• Reducing trial and error when changing medications (68 percent)
  • Helping them feel better faster (64 percent)
  • Making them feel more in control of their disease (64 percent)
  • Making them feel more confident in the medications they take (53 percent)

These participants reported that they were very likely (43 percent) or somewhat likely (29 percent) to ask their doctor about precision medicine in the future.

2. There is limited utilization of precision medicine among those with RA.

Only a small percentage of participants (2.6 percent) reported using precision medicine in their RA treatment journey. About a third reported using the PrismRA blood test (31 percent), another third reported using Vectra (31 percent), and another third reported not knowing which test was used (34.5 percent). This suggests a disconnect between the availability of precision medicine and its uptake among patients.

3. Whether or not they’ve used precision medicine, the majority of RA patients agree it is/would be helpful.

About half of participants who have used precision medicine testing found it useful (52 percent) while about a quarter reported that it was not (24 percent).

They reported that it was useful for:

  • Reducing trial and error when changing medications (41 percent)
  • Making them feel more confident in the medications they take (35 percent)
  • Helping them plan for the future (31 precent)
  • Helping them feel better faster (28 percent)

For the portion of respondents who didn’t know about it or never used it, most participants reported precision medicine would be very useful (60 percent) or somewhat useful (26 percent) in achieving their RA treatment goals after reading a description of what precision medicine is.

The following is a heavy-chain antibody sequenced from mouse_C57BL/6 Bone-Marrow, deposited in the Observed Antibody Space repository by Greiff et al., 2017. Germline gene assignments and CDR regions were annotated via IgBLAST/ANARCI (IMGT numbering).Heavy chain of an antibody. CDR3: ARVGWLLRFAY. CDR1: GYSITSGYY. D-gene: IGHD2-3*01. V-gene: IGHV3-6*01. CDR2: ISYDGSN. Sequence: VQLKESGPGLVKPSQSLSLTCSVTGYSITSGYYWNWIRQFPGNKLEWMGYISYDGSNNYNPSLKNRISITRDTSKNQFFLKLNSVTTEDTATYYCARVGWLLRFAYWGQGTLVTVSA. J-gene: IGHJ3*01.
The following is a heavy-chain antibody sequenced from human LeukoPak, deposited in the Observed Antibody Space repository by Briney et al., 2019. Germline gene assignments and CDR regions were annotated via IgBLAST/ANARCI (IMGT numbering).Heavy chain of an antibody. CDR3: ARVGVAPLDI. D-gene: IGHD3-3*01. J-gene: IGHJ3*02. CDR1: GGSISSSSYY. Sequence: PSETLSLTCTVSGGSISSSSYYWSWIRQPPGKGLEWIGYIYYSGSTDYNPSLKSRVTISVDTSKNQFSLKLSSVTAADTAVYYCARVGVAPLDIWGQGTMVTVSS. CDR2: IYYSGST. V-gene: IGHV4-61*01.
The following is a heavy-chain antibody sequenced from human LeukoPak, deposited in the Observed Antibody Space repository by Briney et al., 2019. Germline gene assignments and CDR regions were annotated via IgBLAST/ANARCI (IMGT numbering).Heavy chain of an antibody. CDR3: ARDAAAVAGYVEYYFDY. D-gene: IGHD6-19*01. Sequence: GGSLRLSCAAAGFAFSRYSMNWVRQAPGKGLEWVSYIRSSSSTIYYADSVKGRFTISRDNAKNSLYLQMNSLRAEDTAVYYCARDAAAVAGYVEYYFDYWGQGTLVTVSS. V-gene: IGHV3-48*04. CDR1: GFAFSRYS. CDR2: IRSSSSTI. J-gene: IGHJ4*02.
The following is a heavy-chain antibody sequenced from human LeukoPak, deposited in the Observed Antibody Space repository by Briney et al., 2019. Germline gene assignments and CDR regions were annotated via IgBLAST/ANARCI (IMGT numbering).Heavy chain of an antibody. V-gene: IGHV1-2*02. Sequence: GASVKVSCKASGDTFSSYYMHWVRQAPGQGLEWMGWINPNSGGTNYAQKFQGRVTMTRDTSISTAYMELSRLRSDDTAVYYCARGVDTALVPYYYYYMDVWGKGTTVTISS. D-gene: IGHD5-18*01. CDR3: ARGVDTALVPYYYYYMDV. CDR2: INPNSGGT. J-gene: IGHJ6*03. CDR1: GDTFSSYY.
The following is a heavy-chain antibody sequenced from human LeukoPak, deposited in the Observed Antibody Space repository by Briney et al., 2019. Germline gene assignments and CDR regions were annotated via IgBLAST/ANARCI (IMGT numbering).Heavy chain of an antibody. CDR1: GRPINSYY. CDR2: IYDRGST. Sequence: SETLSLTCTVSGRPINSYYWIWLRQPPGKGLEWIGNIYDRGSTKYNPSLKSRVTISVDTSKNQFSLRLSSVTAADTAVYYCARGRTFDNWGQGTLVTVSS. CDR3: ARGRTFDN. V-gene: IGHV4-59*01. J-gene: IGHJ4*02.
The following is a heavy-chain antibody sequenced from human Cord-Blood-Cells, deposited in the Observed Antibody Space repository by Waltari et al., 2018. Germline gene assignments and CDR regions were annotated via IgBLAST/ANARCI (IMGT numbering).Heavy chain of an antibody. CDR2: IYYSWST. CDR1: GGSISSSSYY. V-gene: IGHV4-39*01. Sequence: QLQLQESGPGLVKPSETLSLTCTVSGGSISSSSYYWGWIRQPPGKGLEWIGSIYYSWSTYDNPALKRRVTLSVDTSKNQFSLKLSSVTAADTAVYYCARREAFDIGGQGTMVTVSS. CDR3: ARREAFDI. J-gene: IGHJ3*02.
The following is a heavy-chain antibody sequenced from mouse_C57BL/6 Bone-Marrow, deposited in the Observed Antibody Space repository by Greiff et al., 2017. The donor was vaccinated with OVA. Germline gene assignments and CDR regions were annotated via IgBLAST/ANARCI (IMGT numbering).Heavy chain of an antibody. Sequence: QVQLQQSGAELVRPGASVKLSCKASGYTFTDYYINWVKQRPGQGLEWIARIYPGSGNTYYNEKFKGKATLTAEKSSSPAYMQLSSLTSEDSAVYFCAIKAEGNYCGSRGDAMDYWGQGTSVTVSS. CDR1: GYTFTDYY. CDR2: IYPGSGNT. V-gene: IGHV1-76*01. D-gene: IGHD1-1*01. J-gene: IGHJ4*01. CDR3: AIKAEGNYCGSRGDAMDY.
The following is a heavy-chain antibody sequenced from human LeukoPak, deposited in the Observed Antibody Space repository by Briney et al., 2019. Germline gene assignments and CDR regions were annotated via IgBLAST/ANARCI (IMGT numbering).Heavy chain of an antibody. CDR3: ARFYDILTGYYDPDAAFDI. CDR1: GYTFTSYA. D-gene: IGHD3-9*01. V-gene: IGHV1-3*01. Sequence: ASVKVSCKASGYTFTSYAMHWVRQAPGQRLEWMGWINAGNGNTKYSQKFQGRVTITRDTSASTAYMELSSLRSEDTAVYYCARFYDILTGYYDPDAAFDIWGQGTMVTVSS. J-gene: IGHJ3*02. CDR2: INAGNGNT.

4. Common factors that play into treatment decisions include side effects, insurance coverage, and past treatments.

When asked what is important to them in deciding whether to switch medications, participants reported the following:

  • Side effects (83 percent)
  • Insurance coverage (67 percent)
  • Past treatments (41 percent)
  • Other conditions besides RA (38 percent)

What This Tells Us

This survey highlights a gap in understanding among many people with RA regarding precision medicine and its potential benefits. Despite a desire for symptom relief and improved well-being, precision medicine isn’t widely utilized in their treatment. It suggests a need for better patient education on the topic and increased discussion between doctors and patients. Encouragingly, many participants expressed interest in precision medicine, offering an opportunity to incorporate it more effectively in RA treatment. This could help shorten the trial-and-error process and have patients responding to treatment sooner.

This article is part of “Your Guide to Precision and Personalized Medicine for Rheumatoid Arthritis” and was made possible with support from Scipher Medicine. 

Listen: Shilpa’s Rheumatoid Arthritis Journey

CreakyJoints Survey: Precision Medicine Needs Assessment. November 2023.